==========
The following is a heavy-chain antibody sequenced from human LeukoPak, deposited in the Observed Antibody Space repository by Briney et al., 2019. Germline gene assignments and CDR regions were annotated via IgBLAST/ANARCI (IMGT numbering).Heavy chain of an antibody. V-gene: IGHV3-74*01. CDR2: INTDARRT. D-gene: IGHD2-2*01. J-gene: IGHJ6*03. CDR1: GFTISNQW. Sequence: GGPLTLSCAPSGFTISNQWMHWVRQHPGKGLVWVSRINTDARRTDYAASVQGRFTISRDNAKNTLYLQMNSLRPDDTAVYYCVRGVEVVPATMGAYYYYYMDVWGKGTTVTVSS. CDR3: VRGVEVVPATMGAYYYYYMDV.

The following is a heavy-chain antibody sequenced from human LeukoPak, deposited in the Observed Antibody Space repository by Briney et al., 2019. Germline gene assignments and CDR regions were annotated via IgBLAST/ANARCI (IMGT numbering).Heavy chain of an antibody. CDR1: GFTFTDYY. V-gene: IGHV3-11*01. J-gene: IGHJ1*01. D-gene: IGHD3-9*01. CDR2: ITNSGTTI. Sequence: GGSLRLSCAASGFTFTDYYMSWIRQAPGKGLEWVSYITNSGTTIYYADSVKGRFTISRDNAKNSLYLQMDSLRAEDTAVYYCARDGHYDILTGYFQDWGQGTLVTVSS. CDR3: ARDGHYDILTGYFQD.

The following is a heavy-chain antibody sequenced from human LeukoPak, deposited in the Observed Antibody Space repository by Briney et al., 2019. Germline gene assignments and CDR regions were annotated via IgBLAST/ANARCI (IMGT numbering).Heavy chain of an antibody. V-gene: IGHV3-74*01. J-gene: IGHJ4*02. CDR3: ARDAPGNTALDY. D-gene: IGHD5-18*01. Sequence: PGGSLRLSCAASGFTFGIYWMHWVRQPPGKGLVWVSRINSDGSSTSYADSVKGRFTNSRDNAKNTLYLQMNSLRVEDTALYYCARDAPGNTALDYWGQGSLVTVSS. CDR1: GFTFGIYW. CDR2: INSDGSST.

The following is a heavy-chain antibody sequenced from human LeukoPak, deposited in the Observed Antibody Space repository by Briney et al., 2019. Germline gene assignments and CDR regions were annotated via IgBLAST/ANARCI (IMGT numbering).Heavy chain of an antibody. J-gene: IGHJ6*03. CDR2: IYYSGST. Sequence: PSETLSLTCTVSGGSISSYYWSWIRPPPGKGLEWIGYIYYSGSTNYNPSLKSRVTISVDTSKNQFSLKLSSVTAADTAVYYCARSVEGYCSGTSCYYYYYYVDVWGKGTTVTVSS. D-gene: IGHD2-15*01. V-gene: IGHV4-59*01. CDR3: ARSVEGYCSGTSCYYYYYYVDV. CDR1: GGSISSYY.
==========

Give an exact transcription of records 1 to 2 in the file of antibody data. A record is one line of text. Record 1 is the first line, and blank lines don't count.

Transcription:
The following is a heavy-chain antibody sequenced from human LeukoPak, deposited in the Observed Antibody Space repository by Briney et al., 2019. Germline gene assignments and CDR regions were annotated via IgBLAST/ANARCI (IMGT numbering).Heavy chain of an antibody. V-gene: IGHV3-74*01. CDR2: INTDARRT. D-gene: IGHD2-2*01. J-gene: IGHJ6*03. CDR1: GFTISNQW. Sequence: GGPLTLSCAPSGFTISNQWMHWVRQHPGKGLVWVSRINTDARRTDYAASVQGRFTISRDNAKNTLYLQMNSLRPDDTAVYYCVRGVEVVPATMGAYYYYYMDVWGKGTTVTVSS. CDR3: VRGVEVVPATMGAYYYYYMDV.

The following is a heavy-chain antibody sequenced from human LeukoPak, deposited in the Observed Antibody Space repository by Briney et al., 2019. Germline gene assignments and CDR regions were annotated via IgBLAST/ANARCI (IMGT numbering).Heavy chain of an antibody. CDR1: GFTFTDYY. V-gene: IGHV3-11*01. J-gene: IGHJ1*01. D-gene: IGHD3-9*01. CDR2: ITNSGTTI. Sequence: GGSLRLSCAASGFTFTDYYMSWIRQAPGKGLEWVSYITNSGTTIYYADSVKGRFTISRDNAKNSLYLQMDSLRAEDTAVYYCARDGHYDILTGYFQDWGQGTLVTVSS. CDR3: ARDGHYDILTGYFQD.